In “The Jesus I Never Knew,” Philip Yancey reminds us that the biblical scholar Walter Wink has said the Jesus violated the mores of his time in every single encounter with women recorded in the four Gospels. According to Garry Wills, in “What Jesus Meant,” “The equality of men and women was a thing so shocking in the patriarchal society of Jesus’ time that his own male followers could not understand it.”
The same Apostle Paul who wrote that women should be silent in churches also wrote in the book of Galatians what at the time was a stunningly egalitarian statement: “There is neither Jew nor gentile, neither slave nor free, nor is there male and female, for you are all one in Christ Jesus.” Women had prominent positions in the early church as prophets, deacons, teachers and “co-workers” of Paul’s. “Women in these communities enjoyed a greater measure of freedom and dignity than they could have experienced in Greco-Roman society outside the Christian fellowship,” according to Richard B. Hays, a former dean of Duke Divinity School.
Yet again and again, elements within the faith have veered away from Christianity’s egalitarian roots, with biblical teachings distorted in ways that belittle women. The prominent conservative evangelical author and teacher Beth Moore, in an open letter that she published earlier this month, recounted the sexism she has experienced during her years of ministry. She describes being talked down to by male seminary students, being made to feel invisible, and meeting a theologian she had long respected whose first comment to her had to do with her appearance. Her examples “may seem fairly benign in light of recent scandals of sexual abuse and assault coming to light,” she wrote, “but the attitudes are growing from the same dangerously malignant root.”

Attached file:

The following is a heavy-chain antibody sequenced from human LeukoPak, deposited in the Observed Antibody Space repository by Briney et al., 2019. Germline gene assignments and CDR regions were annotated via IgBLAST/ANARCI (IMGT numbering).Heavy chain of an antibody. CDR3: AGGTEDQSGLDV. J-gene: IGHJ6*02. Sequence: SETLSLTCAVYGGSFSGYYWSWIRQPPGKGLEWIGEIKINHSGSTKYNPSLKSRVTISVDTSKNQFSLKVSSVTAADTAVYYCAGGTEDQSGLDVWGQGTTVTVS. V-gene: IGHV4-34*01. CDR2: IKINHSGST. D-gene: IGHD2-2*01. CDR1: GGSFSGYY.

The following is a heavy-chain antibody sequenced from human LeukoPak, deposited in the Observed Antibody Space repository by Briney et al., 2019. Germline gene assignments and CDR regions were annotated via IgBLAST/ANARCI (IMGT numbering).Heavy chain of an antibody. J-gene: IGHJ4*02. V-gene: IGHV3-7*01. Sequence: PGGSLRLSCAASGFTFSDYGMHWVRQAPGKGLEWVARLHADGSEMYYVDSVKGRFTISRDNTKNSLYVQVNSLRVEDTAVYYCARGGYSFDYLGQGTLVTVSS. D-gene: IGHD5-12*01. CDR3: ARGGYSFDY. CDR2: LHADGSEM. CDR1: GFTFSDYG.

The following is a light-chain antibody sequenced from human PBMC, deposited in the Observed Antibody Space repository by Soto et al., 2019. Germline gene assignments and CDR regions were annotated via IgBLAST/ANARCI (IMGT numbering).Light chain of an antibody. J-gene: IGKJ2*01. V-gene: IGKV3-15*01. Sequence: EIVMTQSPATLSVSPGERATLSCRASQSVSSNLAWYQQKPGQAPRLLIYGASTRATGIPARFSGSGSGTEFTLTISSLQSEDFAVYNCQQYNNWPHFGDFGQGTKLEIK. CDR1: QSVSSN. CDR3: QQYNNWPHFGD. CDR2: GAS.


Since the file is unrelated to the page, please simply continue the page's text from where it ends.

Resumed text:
This attitude of disesteem toward women has given rise to a culture that among other things has discouraged abuse victims from coming forward. So here’s a proposal for evangelical Christians: Let’s confront misogyny and patronizing behavior in our ranks. Stand with the victims of sexual abuse rather than with the perpetrators. Embrace the animating spirit of the Me Too movement. Be public (and private) voices for victims and for justice. Think for a moment how it would look if a watching world saw evangelical leaders give a fraction of the public support to women who have been assaulted compared with the “mulligans” evangelical leaders hand out